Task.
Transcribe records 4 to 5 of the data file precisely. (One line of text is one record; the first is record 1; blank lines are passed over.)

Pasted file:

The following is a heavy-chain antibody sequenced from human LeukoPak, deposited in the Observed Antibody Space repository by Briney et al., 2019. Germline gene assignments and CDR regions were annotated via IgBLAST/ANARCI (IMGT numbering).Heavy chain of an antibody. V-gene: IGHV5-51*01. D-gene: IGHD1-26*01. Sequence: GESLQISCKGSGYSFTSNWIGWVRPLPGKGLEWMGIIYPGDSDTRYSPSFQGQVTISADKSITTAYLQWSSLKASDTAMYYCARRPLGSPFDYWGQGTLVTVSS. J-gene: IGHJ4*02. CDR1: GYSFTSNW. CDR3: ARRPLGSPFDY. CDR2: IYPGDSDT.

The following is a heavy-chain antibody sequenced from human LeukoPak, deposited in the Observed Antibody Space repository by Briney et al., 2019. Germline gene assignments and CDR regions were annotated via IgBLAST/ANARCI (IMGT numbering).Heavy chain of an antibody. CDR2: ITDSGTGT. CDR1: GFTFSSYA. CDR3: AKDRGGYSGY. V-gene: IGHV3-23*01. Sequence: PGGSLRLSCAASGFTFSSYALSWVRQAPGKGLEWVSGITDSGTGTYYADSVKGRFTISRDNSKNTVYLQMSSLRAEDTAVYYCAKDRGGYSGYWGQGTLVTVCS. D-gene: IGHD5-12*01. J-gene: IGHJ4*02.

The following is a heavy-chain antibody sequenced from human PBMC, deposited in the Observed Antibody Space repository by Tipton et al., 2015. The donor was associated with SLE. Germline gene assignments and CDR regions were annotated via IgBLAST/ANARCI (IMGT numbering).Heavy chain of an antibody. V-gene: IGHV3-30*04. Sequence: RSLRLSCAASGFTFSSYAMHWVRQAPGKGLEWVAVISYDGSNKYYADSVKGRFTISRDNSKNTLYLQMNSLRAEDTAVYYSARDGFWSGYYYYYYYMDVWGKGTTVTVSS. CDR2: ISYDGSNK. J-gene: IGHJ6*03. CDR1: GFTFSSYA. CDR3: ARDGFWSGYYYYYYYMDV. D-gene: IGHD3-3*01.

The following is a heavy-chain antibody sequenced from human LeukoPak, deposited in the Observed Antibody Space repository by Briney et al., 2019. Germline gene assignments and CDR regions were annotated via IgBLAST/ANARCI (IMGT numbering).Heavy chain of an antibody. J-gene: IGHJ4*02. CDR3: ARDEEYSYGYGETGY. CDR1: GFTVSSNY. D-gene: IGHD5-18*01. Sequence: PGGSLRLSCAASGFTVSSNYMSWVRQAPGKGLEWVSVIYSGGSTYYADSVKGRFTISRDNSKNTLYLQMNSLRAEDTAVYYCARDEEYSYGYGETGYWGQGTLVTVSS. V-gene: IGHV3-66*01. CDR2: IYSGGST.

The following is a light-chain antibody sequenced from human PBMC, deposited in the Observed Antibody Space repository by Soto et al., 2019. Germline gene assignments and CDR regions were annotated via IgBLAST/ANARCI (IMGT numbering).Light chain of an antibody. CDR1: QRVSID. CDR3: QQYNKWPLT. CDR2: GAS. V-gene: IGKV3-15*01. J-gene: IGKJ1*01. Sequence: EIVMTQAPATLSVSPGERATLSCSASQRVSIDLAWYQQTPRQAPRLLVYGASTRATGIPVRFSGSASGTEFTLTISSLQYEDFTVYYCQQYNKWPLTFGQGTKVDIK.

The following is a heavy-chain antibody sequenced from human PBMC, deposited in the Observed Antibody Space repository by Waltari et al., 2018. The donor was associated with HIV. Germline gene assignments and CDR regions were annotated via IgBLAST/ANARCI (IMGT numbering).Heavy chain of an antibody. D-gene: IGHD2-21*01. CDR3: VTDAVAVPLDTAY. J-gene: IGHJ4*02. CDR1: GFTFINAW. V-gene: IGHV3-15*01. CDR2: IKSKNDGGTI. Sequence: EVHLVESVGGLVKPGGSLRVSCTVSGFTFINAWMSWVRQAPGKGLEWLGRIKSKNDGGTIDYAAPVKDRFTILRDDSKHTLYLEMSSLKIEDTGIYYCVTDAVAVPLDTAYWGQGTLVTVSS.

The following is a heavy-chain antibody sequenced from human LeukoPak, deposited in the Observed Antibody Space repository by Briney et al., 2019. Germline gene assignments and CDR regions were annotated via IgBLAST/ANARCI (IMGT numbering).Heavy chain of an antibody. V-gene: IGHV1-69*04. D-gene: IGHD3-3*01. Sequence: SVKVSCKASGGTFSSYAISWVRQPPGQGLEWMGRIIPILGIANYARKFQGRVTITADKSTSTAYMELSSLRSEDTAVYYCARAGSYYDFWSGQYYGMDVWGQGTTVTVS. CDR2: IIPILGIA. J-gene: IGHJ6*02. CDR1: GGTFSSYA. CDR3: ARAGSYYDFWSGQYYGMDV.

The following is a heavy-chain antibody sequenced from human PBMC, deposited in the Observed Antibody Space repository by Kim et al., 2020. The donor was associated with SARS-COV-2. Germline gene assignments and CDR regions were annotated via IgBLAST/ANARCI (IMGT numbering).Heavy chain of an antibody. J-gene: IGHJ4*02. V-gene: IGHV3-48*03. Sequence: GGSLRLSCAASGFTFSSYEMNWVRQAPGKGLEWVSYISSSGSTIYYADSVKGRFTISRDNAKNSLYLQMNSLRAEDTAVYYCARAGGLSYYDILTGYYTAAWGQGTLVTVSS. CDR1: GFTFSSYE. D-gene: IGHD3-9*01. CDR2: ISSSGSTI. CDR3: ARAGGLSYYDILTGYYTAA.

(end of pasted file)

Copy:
The following is a heavy-chain antibody sequenced from human LeukoPak, deposited in the Observed Antibody Space repository by Briney et al., 2019. Germline gene assignments and CDR regions were annotated via IgBLAST/ANARCI (IMGT numbering).Heavy chain of an antibody. J-gene: IGHJ4*02. CDR3: ARDEEYSYGYGETGY. CDR1: GFTVSSNY. D-gene: IGHD5-18*01. Sequence: PGGSLRLSCAASGFTVSSNYMSWVRQAPGKGLEWVSVIYSGGSTYYADSVKGRFTISRDNSKNTLYLQMNSLRAEDTAVYYCARDEEYSYGYGETGYWGQGTLVTVSS. V-gene: IGHV3-66*01. CDR2: IYSGGST.

The following is a light-chain antibody sequenced from human PBMC, deposited in the Observed Antibody Space repository by Soto et al., 2019. Germline gene assignments and CDR regions were annotated via IgBLAST/ANARCI (IMGT numbering).Light chain of an antibody. CDR1: QRVSID. CDR3: QQYNKWPLT. CDR2: GAS. V-gene: IGKV3-15*01. J-gene: IGKJ1*01. Sequence: EIVMTQAPATLSVSPGERATLSCSASQRVSIDLAWYQQTPRQAPRLLVYGASTRATGIPVRFSGSASGTEFTLTISSLQYEDFTVYYCQQYNKWPLTFGQGTKVDIK.